Civility and Manners

Polite Civility and Manners

Uneeda biscuit?

It is not unusual in the South to walk down any street, where passing strangers will look you straight in the eye, say “good morning” and then ask how you are doing.

Contrast this to the advice my brother gave me when I moved to New York City in 1973 to do my Internship and proactively asked him how to survive on the city’s streets. He had already lived in the Bedford-Stuyvesant section which left him privy to some previously painful mugging experiences. As such, he told me the best thing to do was put my money in my shoes, wear threadbare clothes which would paint me as being a drab a low profile target, never make eye contact with anyone,  wear generic sneakers in case a quick get away would be in order; and to always avoid the Subways.

What a way to live. Or in the case of one of my closest friends who was shot and killed in a mugging; what a way to die.

On a more mundane level, my ex-wife was standing in line at a local Hampton’s gourmet delicatessen, and finally making her way to the counter, ordered a sandwich and a Coca-Cola. The man standing behind her, upon overhearing a transaction that was actually none of his business yelled out in a whiney New York accent:

  • Traitah!

She turned around to confront the man and politely stated:

  • Excuse me.

To which the man again exclaimed:

  • Traitah!
  • I’m sorry, sir, but if you are referring to me, I don’t have the slightest clue as to what your issue might be.
  • Well it just so happens that I am the President of Snapple, and you ordered a Coke. So in my book that makes you a traitah.

It might have been humorous except for the fact that the man was dead serious in his self aggrandizing zeal to not only announce his importance to anyone in earshot, but also to publically air his personal displeasure that anyone could possibly want to drink anything other than his own proprietary product.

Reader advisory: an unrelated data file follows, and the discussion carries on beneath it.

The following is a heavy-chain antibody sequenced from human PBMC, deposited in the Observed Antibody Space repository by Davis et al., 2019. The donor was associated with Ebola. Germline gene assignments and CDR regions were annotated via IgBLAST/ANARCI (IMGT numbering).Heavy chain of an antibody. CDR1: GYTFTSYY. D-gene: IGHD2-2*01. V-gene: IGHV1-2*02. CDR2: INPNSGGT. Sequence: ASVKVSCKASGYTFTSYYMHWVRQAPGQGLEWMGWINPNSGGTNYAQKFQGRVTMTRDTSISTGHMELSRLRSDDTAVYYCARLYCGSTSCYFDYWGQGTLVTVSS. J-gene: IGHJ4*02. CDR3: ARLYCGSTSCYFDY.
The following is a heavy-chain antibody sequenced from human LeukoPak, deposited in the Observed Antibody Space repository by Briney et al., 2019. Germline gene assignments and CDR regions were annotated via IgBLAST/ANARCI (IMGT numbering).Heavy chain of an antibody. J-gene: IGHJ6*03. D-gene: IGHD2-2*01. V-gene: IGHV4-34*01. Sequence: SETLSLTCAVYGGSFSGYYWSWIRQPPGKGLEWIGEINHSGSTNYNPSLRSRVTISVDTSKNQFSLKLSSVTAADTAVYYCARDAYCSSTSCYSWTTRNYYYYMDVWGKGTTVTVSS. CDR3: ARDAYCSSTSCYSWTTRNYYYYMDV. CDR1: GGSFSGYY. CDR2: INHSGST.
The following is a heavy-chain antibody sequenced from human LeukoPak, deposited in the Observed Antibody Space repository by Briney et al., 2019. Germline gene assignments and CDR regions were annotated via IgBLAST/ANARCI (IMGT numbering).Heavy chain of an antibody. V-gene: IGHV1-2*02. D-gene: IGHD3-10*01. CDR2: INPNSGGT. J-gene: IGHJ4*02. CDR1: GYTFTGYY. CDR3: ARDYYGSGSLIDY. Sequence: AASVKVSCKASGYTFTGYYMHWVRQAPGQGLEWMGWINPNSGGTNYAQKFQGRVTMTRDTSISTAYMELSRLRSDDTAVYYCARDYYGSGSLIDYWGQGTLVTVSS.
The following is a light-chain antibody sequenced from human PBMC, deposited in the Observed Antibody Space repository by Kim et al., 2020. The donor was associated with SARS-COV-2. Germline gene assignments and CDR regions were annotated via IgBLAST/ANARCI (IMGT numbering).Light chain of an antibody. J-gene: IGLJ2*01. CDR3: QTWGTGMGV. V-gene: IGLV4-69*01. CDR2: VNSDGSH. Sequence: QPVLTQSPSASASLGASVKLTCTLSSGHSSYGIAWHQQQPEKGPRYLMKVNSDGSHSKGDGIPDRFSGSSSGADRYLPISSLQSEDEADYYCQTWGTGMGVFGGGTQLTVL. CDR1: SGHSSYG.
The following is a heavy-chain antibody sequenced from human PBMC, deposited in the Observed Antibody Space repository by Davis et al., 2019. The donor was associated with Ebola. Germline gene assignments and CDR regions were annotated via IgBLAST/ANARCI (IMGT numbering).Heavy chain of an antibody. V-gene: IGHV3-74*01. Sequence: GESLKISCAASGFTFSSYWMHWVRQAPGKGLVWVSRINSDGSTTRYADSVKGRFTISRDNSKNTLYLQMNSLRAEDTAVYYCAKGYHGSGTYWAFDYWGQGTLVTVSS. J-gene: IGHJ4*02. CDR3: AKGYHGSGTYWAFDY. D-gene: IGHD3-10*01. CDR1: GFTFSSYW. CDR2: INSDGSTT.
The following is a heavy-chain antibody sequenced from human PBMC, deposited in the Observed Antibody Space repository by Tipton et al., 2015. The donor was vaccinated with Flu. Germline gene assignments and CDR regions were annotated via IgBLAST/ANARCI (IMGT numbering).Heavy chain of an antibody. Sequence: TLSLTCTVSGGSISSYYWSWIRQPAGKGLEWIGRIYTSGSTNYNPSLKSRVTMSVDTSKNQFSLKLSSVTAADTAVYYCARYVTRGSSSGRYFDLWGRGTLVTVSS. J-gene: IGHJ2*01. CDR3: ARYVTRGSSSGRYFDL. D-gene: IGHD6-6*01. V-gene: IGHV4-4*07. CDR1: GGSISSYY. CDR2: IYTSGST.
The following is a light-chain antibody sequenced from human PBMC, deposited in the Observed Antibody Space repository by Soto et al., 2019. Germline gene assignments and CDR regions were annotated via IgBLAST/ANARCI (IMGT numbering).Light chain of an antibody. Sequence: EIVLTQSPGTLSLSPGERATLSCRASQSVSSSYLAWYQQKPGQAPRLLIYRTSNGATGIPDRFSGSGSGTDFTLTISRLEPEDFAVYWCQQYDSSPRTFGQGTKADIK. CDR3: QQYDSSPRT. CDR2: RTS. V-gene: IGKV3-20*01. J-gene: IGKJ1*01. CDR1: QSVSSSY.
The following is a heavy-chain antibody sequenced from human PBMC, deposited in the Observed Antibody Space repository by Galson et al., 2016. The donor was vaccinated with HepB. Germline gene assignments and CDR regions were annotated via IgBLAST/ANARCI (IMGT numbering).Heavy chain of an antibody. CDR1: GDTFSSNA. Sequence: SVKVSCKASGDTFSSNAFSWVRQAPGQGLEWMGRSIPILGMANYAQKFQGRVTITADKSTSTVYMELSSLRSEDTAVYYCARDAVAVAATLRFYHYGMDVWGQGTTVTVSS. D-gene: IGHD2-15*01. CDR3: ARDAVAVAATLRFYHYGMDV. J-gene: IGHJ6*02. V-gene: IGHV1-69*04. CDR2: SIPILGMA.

When my ex told me about the incident, I suggested that she should have precisely laid out the reason she did not order a Snapple. His beverages tasted like artificially flavored, sugar-free Sani-Flush and that he, in fact, was the real traitor for trying to compete against America’s National Soft Drink with his own noxious crap.

I guess in the long run though, he did have the last laugh. Coca-Cola bought his little company only to then find out the hard way just how truly awful the stuff really was when the Coca Cola Snapple Division nearly caved in under itself. Coke had behaved like a cattle buyer at a blind auction, bidding for a cow listed on a livestock sheet without ever first tasting its milk.

On another occasion I was at the head of the Deli line on a Sunday morning, when after selecting a dried Whitefish from the numerous carcasses piled up behind the glass display, the man behind me whined:

  • But that was moyyyy fish.

I said:

  • Excuse me?

To which he replied in a nasal New York accent:

  • Yes. That was the fish eeeyyye wanted, and you just got it.

Unbelievably to me, because I thought all those little desiccated White Fish behind the counter glass looked like identical clones, I taunted him by saying:

  • Well. Perhaps you should hurry up and go look at the Lox before another dead smoked fish you want gets away. Maybe the poifect one. Maybe that one ovah theyah.

One other early Sunday morning when I was at the fish market there was a genuine “Salmon incident.”